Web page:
La Jolla community planners revert to original vote on Cliffridge Park cell tower

Torrey Pines elementary School parent Mary King (pictured with her son) speaks in favor of the la Jolla Community Planning Association upholding its original vote to deny a third cell phone tower at Cliffridge Park. Pat Sherman

By Pat Sherman

The La Jolla Community Planning Association (LJCPA) has righted what many in the community felt was a wrong course of action on AT&T’s proposed cell tower in Cliffridge Park.

During the LJCPA’s June 5 meeting, more than 40 people (mostly parents of Torrey Pines Elementary School students) raised their hands to express opposition to an AT&T cell tower going in near the school, which would be the third at Cliffridge.

In April, LJCPA trustees initially voted 7-6-1 to reject the cell tower, with the meeting’s acting president, Patrick Ahern, abstaining from the vote. However, during an ensuing debate about Robert’s Rules of Order, trustees and attendees discussed whether the parliamentary guidelines require a board president to vote when it would result in a tie (in this case, resulting in the loss of ma- jority support, and a failed motion). Follow- ing that discussion, and the introduction of a clarified motion, the group voted again. By that time, trustee Bob Collins, who voted against the project, had left the meeting, creating a tie that was broken when Ahern voted in favor of the project.

LJCPA’s new board president, Joe LaCava, although absent from the group’s April meeting, said he listened to a recording of the meeting and found problems with the way the votes were conducted.

LJCPA trustee Fran Zimmerman, who made the original motion to deny the cell tower, said “all subsequent maneuvers on this subject” during the April meeting were “improper and beyond the pale of expectations for fairness” to which the LJCPA is bound.

Parents concerned about the health effects of Electromagnetic Field (EMF) levels from cell towers — which the Federal Communications Commission prevents local governments from arguing against — also weren’t happy with the vote. Many said they hadn’t been adequately notified about the LJCPA’s April meeting or the project itself.

“We believe anything other than your original vote against AT&T’s proposed tower next to our school is both unreasonable and potentially illegal,” parent Catherine Carron said. “You held a vote and the vote was clear, legitimate and proper … against AT&T.”

Angela Landsberg of DecoBike.

Asked whether attendees wanted a new public hearing on the project during the LJCPA’s July 3 meeting, several attendees said the date would be inconvenient, given its proximity to the July 4 holiday weekend. (LaCava said the AT&T representative wasn’t available to attend the June meeting.)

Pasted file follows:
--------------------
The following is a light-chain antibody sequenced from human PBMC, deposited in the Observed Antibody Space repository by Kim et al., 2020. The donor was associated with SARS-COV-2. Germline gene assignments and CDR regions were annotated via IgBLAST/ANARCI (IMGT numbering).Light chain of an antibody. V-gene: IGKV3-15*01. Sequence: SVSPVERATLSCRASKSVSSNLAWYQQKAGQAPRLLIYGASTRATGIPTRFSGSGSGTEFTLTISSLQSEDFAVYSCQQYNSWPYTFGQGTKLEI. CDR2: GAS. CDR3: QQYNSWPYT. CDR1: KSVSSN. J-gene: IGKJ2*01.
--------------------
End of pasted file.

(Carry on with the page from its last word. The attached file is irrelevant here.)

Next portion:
Although several trustees preferred the full hearing in July, in the end the board voted 11-4-2 to revise the minutes from its April meeting to uphold trustees’ original vote to deny the project.

The La Jolla Shores Permit Review Committee (whose members are appointed by the mayor, and which is the only other group in La Jolla with a voice on this project officially recognized by the city) will discuss the matter during its next public meeting, 9 a.m. June 17 at La Jolla Rec Center, 615 Prospect St.

In other LJCPA news

Shared burden: When it comes to the city’s new bike-sharing program — to be implemented this summer — it’s clear La Jollans aren’t merely going along for the ride.During a presentation on the program, a partnership between the City of San Diego and the DecoBike company, LJCPA trustees and attendees expressed further discontent with aspects of the program, which involves installation of 14 solar-powered bicycle kiosks in La Jolla, and 180 citywide.

Objections raised included the kiosks’ size and height, the loss of parking or sidewalk space to accommodate kiosks and that they will include advertising.

“So they are in essence billboards,” said LJCPA member-at-large Cindy Greatrex. “I don’t think that’s something the community is aware of.”

La Jolla Shores Association board Chair Tim Lucas said the program lacked strong, initial community review.

“What we’re being asked is to say where we want these stations, rather than if we want these stations,” Lucas said.

Earlier this year the city e-mailed a notice with photographs showing where each kiosk would be to about 6,800 La Jolla residents and business owners in the vicinity of the proposed sites, soliciting feedback on each one.

“The last thing we want to do is take away parking,” said Linda Marabian, deputy director of the city’s Transportation Engineering Operations division, noting that the city is looking for more red curb areas to locate kiosks that would prevent the loss of public parking.